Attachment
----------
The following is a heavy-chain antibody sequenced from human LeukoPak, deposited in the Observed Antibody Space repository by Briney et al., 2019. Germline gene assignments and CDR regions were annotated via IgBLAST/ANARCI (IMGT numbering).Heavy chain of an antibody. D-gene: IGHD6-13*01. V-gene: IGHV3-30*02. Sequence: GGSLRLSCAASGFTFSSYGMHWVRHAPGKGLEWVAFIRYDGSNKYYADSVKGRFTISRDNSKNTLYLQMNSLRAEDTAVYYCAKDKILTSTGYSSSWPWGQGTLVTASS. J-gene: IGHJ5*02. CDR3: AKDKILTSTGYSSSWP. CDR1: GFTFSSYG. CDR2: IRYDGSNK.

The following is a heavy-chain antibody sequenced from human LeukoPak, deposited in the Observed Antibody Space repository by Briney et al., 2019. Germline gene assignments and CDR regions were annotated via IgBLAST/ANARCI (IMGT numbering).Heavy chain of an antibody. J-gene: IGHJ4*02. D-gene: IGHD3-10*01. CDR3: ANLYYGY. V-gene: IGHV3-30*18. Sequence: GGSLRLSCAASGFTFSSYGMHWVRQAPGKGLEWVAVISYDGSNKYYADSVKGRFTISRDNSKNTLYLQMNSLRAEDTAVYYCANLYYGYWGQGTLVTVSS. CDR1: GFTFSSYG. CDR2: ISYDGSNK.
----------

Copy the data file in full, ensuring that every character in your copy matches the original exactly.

The following is a heavy-chain antibody sequenced from human LeukoPak, deposited in the Observed Antibody Space repository by Briney et al., 2019. Germline gene assignments and CDR regions were annotated via IgBLAST/ANARCI (IMGT numbering).Heavy chain of an antibody. D-gene: IGHD6-13*01. V-gene: IGHV3-30*02. Sequence: GGSLRLSCAASGFTFSSYGMHWVRHAPGKGLEWVAFIRYDGSNKYYADSVKGRFTISRDNSKNTLYLQMNSLRAEDTAVYYCAKDKILTSTGYSSSWPWGQGTLVTASS. J-gene: IGHJ5*02. CDR3: AKDKILTSTGYSSSWP. CDR1: GFTFSSYG. CDR2: IRYDGSNK.

The following is a heavy-chain antibody sequenced from human LeukoPak, deposited in the Observed Antibody Space repository by Briney et al., 2019. Germline gene assignments and CDR regions were annotated via IgBLAST/ANARCI (IMGT numbering).Heavy chain of an antibody. J-gene: IGHJ4*02. D-gene: IGHD3-10*01. CDR3: ANLYYGY. V-gene: IGHV3-30*18. Sequence: GGSLRLSCAASGFTFSSYGMHWVRQAPGKGLEWVAVISYDGSNKYYADSVKGRFTISRDNSKNTLYLQMNSLRAEDTAVYYCANLYYGYWGQGTLVTVSS. CDR1: GFTFSSYG. CDR2: ISYDGSNK.